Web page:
Because the U.S. Federal Reserve’s monetary policy is at the center of the world dollar standard, it has a first-order impact on global financial stability. However, except during international crises, the Fed focuses on domestic American economic indicators and generally ignores collateral damage from its monetary policies on the rest of the world.
Currently, ultra-low interest rates on short-term dollar assets ignite waves of hot money into Emerging Markets (EM) with convertible currencies. When each EM central bank intervenes to prevent its individual currency from appreciating, collectively they lose monetary control, inflate, and cause an upsurge in primary commodity prices internationally. These bubbles burst when some accident at the center, such as a banking crisis, causes a return of the hot money to the United States (and to other industrial countries) as commercial banks stop lending to foreign exchange speculators. World prices of primary products then collapse.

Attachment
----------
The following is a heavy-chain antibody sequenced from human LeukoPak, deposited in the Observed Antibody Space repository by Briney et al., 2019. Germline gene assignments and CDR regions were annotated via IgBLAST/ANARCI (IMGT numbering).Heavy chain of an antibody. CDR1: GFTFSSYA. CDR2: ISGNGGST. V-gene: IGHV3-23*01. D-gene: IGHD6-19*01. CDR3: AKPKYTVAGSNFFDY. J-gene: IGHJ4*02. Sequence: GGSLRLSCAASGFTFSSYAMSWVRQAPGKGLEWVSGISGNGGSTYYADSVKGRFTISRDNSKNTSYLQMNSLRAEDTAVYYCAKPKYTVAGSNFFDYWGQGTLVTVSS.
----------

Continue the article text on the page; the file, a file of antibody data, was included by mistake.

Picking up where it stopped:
African countries with exchange controls and less convertible currencies are not so attractive to currency speculators. Thus, they are less vulnerable than EM to the ebb and flow of hot money. However, African countries are more vulnerable to cycles in primary commodity prices because food is a greater proportion of their consumption, and—being less industrialized—they are more vulnerable to fluctuations in prices of their commodity exports. Supply-side shocks, such as a crop failure anywhere in the world, can affect the price of an individual commodity. But joint fluctuations in the prices of all primary products— minerals, energy, cereals, and so on—reflect monetary conditions in the world economy as determined by the ebb and flow of hot money from the United States, and increasingly from other industrial countries with near-zero interest rates.
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